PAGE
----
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My Stalker, Nigel
Trigger warning: this item deals with abuse and may be distressing for some readers or triggering for survivors of abuse.
I always wanted a stalker when I was young. It seemed sexy. It seemed mysterious and dangerous and almost rebellious. I’m sure the 1996 box office bomb ‘Fear’ had something to do with this, amongst many of my hair-brained adolescent ponderings. Perhaps it was the way the film eroticised themes of controlled and possessive lust, and of course, Marky Mark’s bare abs. God bless that six pack…
It’s crazy now to think of how I used to romanticise being harassed and controlled by a socially inept, woman-hating creep. I live the reality of that every day now, and I can tell you: the experience is anything but sexy.
I met Nigel* properly when I was 23. I had just finished my uni degrees, travelled a bit through Europe and, much to my parents’ dismay, had taken a job tending bar at my local, in the small country town I had grown up in.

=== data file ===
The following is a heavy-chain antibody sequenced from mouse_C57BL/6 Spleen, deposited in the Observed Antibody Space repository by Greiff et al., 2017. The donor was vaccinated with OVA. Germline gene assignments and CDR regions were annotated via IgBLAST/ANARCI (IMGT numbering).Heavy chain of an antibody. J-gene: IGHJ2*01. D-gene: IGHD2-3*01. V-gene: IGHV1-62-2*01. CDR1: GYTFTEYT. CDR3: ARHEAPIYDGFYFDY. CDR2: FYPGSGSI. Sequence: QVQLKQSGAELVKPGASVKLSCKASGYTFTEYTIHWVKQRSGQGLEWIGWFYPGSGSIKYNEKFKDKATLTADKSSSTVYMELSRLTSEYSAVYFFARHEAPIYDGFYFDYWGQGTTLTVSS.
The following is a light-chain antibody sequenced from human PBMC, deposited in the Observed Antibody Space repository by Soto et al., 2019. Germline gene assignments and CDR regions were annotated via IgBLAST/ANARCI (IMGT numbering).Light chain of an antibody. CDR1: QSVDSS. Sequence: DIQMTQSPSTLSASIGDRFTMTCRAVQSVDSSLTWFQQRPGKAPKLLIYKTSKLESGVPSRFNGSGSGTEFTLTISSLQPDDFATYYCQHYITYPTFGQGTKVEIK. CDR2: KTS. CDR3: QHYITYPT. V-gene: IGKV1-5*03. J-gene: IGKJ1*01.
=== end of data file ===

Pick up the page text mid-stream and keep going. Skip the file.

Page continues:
Now you may be expecting this next sentence to involve some kind of small town, post-qualification fling but you’ll be sadly disappointed. I never had a romantic relationship with Nigel.
I never shagged him. I never kissed him. I never even flirted with him.
These are the facts I would recount in years to come to many a colleague, friend and family member when they would ask me, sometimes with a naive but expectant look on their face, what on earth I had done to provoke Nigel’s fanatical behaviour.
When I officially met Nigel, he was known to me as the town creep. This was the label he carried almost with pride. He was renowned throughout the town and its surrounding suburbs as a pest. An outsider with an eerie, peculiar manner and the uncanny ability to make even the most generous of heart deeply uncomfortable.
He took pleasure out of rumour-mongering and injecting himself into the private affairs of those he envied. He was supercilious and arrogant. He considered himself an intellectual.
I had heard about Nigel’s unwelcomed advances and obsessive behaviours towards numerous young girls and women. He would strut around town wearing his tweed flat cap with his ear phones in, leering at whatever poor unsuspecting mother and daughter had the misfortune of coming across him.
He considered himself a hopeless romantic. A poet. The kind of man who would write a strange haiku professing his undying love for an acquaintance. The kind of man who would label himself a “nice guy” in the same breath as calling a 15 year old school girl a c**t for dismissing his revolting romantic advances.